City sets new course for garbage service
Brookhaven officials last week took a step toward what they hopeis a solution to the city’s solid waste woes.
Whether the step is one toward financial solvency for the solidwaste department or a step out of the garbage business altogetherremains to be seen.
The city board decision to discontinue commercial garbage pickup service at the end of January is both good and bad. It is goodin that city fathers have finally acted on the situation and bad inthat business owners suddenly have been left to find other means ofdisposing of their garbage.
City officials blamed commercial garbage pick up service and aninadequate fee schedule for the loss on thousands of dollars in thesolid waste department. One example cited was a business that paid$125 for city service, but the city had to pay $700 to dispose ofgarbage generated by that business.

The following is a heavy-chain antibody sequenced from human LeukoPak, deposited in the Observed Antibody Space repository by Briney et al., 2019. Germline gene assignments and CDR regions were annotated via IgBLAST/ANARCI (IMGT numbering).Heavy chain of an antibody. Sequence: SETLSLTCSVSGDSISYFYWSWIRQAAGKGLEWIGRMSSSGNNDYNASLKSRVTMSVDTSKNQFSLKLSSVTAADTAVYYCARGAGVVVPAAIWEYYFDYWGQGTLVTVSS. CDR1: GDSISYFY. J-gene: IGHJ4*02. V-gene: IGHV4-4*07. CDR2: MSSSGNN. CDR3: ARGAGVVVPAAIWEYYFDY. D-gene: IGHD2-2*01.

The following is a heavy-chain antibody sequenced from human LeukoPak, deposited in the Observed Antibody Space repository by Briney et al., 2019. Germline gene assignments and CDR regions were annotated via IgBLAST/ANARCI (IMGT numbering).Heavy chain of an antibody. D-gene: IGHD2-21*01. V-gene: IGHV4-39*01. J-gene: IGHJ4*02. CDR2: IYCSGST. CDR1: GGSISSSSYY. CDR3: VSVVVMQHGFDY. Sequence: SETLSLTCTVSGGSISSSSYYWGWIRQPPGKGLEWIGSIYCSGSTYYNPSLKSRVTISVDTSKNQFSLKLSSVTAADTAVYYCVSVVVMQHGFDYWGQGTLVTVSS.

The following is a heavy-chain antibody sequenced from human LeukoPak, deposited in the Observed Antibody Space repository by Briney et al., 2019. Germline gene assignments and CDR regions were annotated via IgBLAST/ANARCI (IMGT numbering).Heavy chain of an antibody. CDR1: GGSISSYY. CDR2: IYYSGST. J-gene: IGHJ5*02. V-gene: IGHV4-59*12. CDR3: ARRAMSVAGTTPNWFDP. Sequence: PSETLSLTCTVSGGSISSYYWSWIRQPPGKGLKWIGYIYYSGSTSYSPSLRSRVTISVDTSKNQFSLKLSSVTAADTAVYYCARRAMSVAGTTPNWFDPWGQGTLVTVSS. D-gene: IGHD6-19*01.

Officials doubted whether commercial customers would acceptraising rates to a level needed to make the operationself-supporting, thus the decision to discontinue commercialservice.
An unanswered question last week was whether residential feesalone would be enough to support garbage pick up at homes and inneighborhoods. Officials said they will be monitoring thatsituation and hope that residential service can be retained.
If fees are inadequate, rate increases, more solid wasteemployee layoffs or the possibility of privatized residentialservice will have to be considered. The first two choices areunpleasant and the third would mean no more city-run solid wasteservice at all.
While officials are sure to get calls from commercial customersunhappy about the discontinued service, aldermen hope they have seta course out of the quagmire of city garbage problems. Whether thatmeans smooth sailing or rough waters is uncertain.